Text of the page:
Select By:


Robert Johnson

Most of you will know Thomas Hammann from his mix CD for Live at Robert Johnson, a collaboration with Gerd Janson. Hammann is a DJ since the early 80s and few have soaked up German house history like him: What fire Ata Macias kindled with the Wild Pitch Club during the mid-nineties in Frankfurt, Thomas Hammann ignited at the Kesselhaus in nearby Darmstadt. In July, Thomas debuted as a producer on Workshop, under the name 808 mate: with nothing less but a Grace Kelly of a house track, luminously beautiful. In the interview Thomas talks about Ricardo fooling the police back in the days, why a good track always remains a good track and the sorrowful process of having to close down your record shop.

ROOF.FM: You just finished working at your recordshop Pentagon in Darmstadt. How are things going?

THOMAS: Well, it’s a sad time for me, because we’re closing it down soon. People don’t realize that. I’ve been running this shop for fifteen years, but this process of saying good bye is taking way too long. Sale has been going on for weeks. No, this is not a fun time.

When will Pentagon close?

In three weeks (Editors note: the interview was conducted on the 9th August 2012). The shop started as a record shop only. But as vinyl sales started shrinking, we started selling more and more fashion. Which is okay, but I never really got into it. Records were always my love.

So what will you do next?

I’ll take some time off first. I plan to launch a new project in the beginning of 2013, a 2.0 version. Right now I’m developping new ideas. You have to come up with a very special recipe as a small shop, to counter the enormous offer in the web.

House music was always the main thing at Pentagon?

Yes. We had a good back stock, going from disco edits to house classics. The nice stuff we stashed away, so that younger buyers could have a go at it years after. When I took over the shop fifteen years ago, it was a pure techno shop. Little by little, we brought in our sound and then changed the direction completely. Some people in Darmstadt were disappointed, because they would no longer find their Chris Liebing records…

When did you start playing house records?

I started mixing in 1983. I used to make electro mixtapes and sell them in my school so I could buy more records. One day, in the early Nineties I was at the Black market record shop in London which at the time had a very good PA. That’s when the holy house-spirit came over me (laughs). The classical NYC gospel house sound, which I didn’t get until then, suddenly it made all perfect sense. It’s a dedication that has never left me since.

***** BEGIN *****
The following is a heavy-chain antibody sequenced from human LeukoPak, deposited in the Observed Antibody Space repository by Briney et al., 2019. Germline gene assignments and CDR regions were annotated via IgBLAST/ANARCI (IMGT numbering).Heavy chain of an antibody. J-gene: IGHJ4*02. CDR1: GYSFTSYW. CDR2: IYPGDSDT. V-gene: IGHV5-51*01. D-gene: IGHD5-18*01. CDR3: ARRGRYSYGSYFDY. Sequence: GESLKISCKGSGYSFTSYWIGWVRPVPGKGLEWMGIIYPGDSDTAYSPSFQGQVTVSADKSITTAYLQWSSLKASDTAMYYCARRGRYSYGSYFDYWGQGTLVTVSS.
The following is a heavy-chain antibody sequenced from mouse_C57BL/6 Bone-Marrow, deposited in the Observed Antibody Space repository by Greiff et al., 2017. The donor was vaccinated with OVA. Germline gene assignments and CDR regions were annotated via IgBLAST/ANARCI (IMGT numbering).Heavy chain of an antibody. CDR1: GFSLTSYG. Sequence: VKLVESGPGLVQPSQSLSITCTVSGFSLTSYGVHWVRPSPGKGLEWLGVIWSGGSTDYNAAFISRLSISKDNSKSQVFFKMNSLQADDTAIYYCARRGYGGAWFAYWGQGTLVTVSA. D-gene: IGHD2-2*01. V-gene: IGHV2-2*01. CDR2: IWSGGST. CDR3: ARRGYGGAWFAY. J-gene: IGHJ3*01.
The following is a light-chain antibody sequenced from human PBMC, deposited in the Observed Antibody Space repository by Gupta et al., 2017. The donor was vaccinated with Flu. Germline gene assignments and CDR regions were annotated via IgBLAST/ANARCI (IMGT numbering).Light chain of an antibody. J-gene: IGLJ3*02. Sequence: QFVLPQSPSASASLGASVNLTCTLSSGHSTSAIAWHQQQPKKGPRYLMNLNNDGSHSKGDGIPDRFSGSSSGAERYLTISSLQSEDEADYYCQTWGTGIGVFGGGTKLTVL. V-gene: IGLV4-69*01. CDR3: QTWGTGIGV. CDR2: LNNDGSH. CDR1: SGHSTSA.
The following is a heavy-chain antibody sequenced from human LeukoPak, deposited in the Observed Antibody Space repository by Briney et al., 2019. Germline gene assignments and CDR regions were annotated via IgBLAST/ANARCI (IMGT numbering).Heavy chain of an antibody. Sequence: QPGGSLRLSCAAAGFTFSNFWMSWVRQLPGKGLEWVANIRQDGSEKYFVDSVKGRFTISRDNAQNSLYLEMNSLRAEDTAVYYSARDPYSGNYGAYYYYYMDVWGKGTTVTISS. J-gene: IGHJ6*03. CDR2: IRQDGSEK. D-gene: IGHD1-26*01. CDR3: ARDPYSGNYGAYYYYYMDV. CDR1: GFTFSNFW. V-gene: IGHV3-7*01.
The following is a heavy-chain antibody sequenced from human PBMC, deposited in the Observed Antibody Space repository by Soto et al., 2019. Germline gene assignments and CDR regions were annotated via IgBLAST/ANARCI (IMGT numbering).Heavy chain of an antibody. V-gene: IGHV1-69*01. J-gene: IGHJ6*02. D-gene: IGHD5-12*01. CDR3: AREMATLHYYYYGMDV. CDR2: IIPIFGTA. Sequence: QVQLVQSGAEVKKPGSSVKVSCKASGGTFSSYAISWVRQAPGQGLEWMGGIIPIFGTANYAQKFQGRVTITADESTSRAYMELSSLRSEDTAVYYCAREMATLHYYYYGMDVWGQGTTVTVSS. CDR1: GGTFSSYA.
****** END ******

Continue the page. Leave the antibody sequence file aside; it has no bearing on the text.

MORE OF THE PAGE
Your passion for house music resulted in a residency at the now fabled Kesselhaus. At a time when techno ruled the German scene.

Yes, when we started organizing pure house events at the Kesselhaus, the techno dominance from Frankfurt was very much a reality. It was difficult in the beginning, but soon things caught fire and it turned out to be a lot of fun, so we started doing it regularly. In Frankfurt, they had a similar thing going at the Wild Pitch club.

Ricardo Villalobos also hails from Darmstadt. From what I heard, he threw some great parties back then…

Yes! We owe a lot to Ricardo. He organized illegal parties in the cellar of his parents house or in a defunct slaughterhouse and brought over people like Chez Damier. Once, he broke into the brickwork of a future Aldi supermarket and used the breaker box as a power source. When the police came, Ricardo produced a fake permission and off they went. There were things going like this all the time. Those were very lively days!

What remains of this legacy in Darmstadts club scene today?

There are very few people from back then still active in the scene today. I try to uphold a certain oral culture by telling kids in my shop how it was back in the days and it seems to inspire them to do their own thing: they make illegal parties in the forest or some derelict buildings.

Are you still hosting parties in Darmstadt?

A friend and I have been trying to establish a monthly venue in the past one and half years. It’s called Back2Life. The motto is “uptempo-dance music”, embracing soul, funk, disco and mostly house. But apart from that it’s a bit difficult around here. Luckily, Frankfurt is near.